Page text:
When there was a break in harvesting, Thatcher and I pruned the vines. This came with the risk that if we did it wrong, it could affect how well the vine fruited in the future. The first year vines were straight forward. Their job was to grow rapidly and straight. I popped off their suckers so just the one shoot would grow. Then I carefully tied the two-to-three-foot-tall shoot to a pole to keep it growing straight towards the five-foot-high fruiting wire. The older vines that were now fruiting were trickier. The main vine reached the fruiting wire and two lateral shoots were trained to run along the wire, one to the right and one to the left. This formed the permanent structure called a cordon. The suckers growing off the fruiting branches needed to be popped off to keep only one shoot growing and producing fruit. The only hard part of this was reaching some of the vines. Next, laterals growing out of the ground or on the trunk needed to be clipped off. Except, and importantly, one lateral, also called a renewal spur, needed to be left to become the new fruiting branch in a year or two. How this transition happened was unclear to me, but I understood that I needed to leave a strong new spur so the vine would continue to fruit well in the future. Frequently it was simple and fun. A tangle of two-foot laterals growing out of the ground around the base of the trunk needed to be cleaned up. I clipped out all but one nice looking lateral and tied it to its trunk to keep it growing straight. Now the vine looked much better. Some vines had a thin spur growing out of the trunk. This was a better situation for the vine. The higher the new spur the better. I left that spur and took off all the others. Of course there was the occasional vine where I inadvertently took off all the spurs. Like the one I cleared of all its ground level laterals to later discover that the spur growing out of its trunk was dead, and a couple of vines where I cut a lateral thinking there was one more, and there wasn’t. Oh well, it’s not like there’s a grape shortage on the farm.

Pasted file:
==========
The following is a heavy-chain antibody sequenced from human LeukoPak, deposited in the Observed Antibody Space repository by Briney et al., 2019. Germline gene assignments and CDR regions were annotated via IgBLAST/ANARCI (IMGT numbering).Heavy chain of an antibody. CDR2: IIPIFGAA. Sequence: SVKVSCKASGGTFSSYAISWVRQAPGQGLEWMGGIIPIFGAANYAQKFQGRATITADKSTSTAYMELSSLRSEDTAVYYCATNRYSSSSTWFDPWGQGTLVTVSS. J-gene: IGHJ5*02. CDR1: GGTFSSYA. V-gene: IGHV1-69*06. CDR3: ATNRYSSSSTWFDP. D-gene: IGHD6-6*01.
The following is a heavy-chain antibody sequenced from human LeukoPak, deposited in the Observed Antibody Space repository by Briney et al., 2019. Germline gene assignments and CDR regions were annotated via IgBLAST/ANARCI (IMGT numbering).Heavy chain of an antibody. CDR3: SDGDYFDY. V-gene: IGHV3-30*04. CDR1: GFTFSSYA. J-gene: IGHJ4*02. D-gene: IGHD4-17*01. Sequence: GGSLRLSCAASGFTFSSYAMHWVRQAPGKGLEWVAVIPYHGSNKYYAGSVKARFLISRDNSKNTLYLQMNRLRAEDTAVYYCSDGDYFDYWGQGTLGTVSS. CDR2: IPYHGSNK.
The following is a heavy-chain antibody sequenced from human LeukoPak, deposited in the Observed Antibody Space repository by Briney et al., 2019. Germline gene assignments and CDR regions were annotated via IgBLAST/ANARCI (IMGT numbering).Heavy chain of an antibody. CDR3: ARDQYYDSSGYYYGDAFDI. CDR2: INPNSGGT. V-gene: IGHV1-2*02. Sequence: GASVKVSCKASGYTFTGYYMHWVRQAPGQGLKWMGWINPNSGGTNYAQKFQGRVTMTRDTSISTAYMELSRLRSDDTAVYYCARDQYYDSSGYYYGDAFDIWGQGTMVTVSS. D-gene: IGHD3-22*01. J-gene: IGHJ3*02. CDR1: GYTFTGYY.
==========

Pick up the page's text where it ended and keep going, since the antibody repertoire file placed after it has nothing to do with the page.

Gideon used his new mini press to press the small batch of syrah grapes we picked the first day at Vega Way. After pressing the grapes once and collecting their juice, Gideon put the solids in the bed of his tractor, fluffed them with a pitch fork, and pressed them again. “That’s $250 worth of wine!” he exclaimed looking at the amount of liquid in the bucket from the second pressing.